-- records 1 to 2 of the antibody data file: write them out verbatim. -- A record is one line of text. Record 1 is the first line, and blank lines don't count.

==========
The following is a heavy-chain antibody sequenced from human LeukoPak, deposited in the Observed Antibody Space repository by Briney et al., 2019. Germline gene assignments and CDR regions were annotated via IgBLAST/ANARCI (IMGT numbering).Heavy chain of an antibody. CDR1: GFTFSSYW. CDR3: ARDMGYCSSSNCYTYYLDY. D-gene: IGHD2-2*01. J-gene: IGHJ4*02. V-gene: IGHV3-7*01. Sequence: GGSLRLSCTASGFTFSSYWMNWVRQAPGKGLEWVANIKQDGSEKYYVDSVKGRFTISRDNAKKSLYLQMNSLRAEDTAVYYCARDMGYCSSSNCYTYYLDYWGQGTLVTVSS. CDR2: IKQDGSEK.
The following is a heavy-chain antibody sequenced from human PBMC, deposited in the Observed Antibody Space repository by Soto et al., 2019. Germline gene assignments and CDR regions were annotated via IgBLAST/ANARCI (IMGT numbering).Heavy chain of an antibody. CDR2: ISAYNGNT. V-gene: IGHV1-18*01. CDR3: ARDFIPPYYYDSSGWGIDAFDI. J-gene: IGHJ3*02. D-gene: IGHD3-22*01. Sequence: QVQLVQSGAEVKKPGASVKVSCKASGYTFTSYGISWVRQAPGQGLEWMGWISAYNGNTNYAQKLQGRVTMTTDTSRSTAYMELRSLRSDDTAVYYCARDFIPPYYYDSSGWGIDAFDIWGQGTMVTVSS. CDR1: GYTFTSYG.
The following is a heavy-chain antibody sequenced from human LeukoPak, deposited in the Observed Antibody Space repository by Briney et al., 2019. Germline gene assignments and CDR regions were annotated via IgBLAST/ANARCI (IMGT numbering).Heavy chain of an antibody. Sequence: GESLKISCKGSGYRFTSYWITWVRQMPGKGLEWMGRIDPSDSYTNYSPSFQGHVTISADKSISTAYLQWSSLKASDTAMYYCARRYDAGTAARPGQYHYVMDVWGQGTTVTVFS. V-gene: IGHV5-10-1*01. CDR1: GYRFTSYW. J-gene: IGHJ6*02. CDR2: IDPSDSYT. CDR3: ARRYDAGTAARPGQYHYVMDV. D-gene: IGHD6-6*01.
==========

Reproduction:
The following is a heavy-chain antibody sequenced from human LeukoPak, deposited in the Observed Antibody Space repository by Briney et al., 2019. Germline gene assignments and CDR regions were annotated via IgBLAST/ANARCI (IMGT numbering).Heavy chain of an antibody. CDR1: GFTFSSYW. CDR3: ARDMGYCSSSNCYTYYLDY. D-gene: IGHD2-2*01. J-gene: IGHJ4*02. V-gene: IGHV3-7*01. Sequence: GGSLRLSCTASGFTFSSYWMNWVRQAPGKGLEWVANIKQDGSEKYYVDSVKGRFTISRDNAKKSLYLQMNSLRAEDTAVYYCARDMGYCSSSNCYTYYLDYWGQGTLVTVSS. CDR2: IKQDGSEK.
The following is a heavy-chain antibody sequenced from human PBMC, deposited in the Observed Antibody Space repository by Soto et al., 2019. Germline gene assignments and CDR regions were annotated via IgBLAST/ANARCI (IMGT numbering).Heavy chain of an antibody. CDR2: ISAYNGNT. V-gene: IGHV1-18*01. CDR3: ARDFIPPYYYDSSGWGIDAFDI. J-gene: IGHJ3*02. D-gene: IGHD3-22*01. Sequence: QVQLVQSGAEVKKPGASVKVSCKASGYTFTSYGISWVRQAPGQGLEWMGWISAYNGNTNYAQKLQGRVTMTTDTSRSTAYMELRSLRSDDTAVYYCARDFIPPYYYDSSGWGIDAFDIWGQGTMVTVSS. CDR1: GYTFTSYG.